Writing in the Liberation Army Daily, a prominent Chinese military newspaper, retired Maj. Gen. Xu Guangyu argued that China needed a limited nuclear force capable of surviving and retaliating against a first strike by any adversary. The article marked another effort by the Chinese leadership to display greater openness in its nuclear declaratory policy, and reinforces other statements and indications that China has adopted a ‘second-strike’ nuclear policy based on a minimal deterrent.
Yet, these and similar statements still might not be enough to overcome the reluctance of some US and Russian officials to reduce their countries’ nuclear forces much further without greater evidence that China will join the nuclear disarmament process.
Unlike the United States and Russia, the Chinese government has yet to adopt legally binding limits on its nuclear weapons or strategic nuclear delivery vehicles. Beijing’s nuclear policies are an important component of the global and regional balance of power and China is both a rising international power and the only acknowledged nuclear weapons state in East Asia. Constraining China’s nuclear build-up is a prerequisite for achieving further global nuclear arms control and for reassuring China’s anxious neighbours.Enjoying this article? Click here to subscribe for full access. Just $5 a month.
In terms of capabilities, Xu argued that Beijing sought a nuclear arsenal that ‘is able, should a foe launch an initial nuclear strike, to really possess, and to convince the other side that it faces, an intolerable second-strike nuclear capability, thereby deterring an enemy from using nuclear weapons against us.’ Xu, currently a researcher in the government-run China Arms Control and Disarmament Association, explained that his country’s nuclear capabilities ‘must make them grasp, without the least ambiguity, that we possess a deterrent.’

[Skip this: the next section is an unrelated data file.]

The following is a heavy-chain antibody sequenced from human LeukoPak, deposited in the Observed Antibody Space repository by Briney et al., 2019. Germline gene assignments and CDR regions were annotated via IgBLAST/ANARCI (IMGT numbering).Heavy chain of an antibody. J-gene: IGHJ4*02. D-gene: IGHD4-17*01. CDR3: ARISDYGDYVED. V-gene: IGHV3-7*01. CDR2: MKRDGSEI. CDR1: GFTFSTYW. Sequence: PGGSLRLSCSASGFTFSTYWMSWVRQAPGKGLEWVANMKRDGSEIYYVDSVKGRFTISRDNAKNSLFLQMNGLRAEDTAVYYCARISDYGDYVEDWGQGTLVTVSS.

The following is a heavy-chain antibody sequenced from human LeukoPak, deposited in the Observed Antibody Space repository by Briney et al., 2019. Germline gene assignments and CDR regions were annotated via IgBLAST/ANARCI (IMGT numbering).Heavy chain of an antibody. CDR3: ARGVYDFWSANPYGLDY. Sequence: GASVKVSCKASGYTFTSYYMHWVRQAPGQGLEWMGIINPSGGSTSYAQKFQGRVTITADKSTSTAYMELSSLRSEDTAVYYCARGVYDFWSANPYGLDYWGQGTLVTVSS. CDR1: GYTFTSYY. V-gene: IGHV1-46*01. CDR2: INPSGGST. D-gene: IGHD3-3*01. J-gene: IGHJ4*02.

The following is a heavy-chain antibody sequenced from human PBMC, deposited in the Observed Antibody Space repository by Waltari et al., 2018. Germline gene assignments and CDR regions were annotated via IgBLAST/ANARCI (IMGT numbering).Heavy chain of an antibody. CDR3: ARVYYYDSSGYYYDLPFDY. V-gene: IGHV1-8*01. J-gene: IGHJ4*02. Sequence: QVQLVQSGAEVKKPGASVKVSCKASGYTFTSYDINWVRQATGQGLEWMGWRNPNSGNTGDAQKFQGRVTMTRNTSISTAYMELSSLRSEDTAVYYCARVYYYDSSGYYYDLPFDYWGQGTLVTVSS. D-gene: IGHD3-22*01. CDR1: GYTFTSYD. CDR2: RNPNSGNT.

But although China appears to be modernizing its nuclear forces more rapidly than any of the five established nuclear weapons states, Xu sought to downplay foreign concerns, arguing that, ‘The most basic feature of China’s nuclear strategy, in a nutshell, is to be a deterrent but present no threat.’ Xu later told Reuters that his commentary intentionally sought to overcome concerns in India, Japan, and the United States about China’s nuclear modernization program.
The Nuclear Posture Review (NPR) released by the Obama administration earlier this month stated ‘the United States and China’s Asian neighbours remain concerned about the pace and scope of China’s current military modernization efforts, including its quantitative and qualitative modernization of its nuclear capabilities….the lack of transparency surrounding its programs—their pace and scope as well as the strategy and doctrine guiding them—raises questions about China’s future strategic intentions.’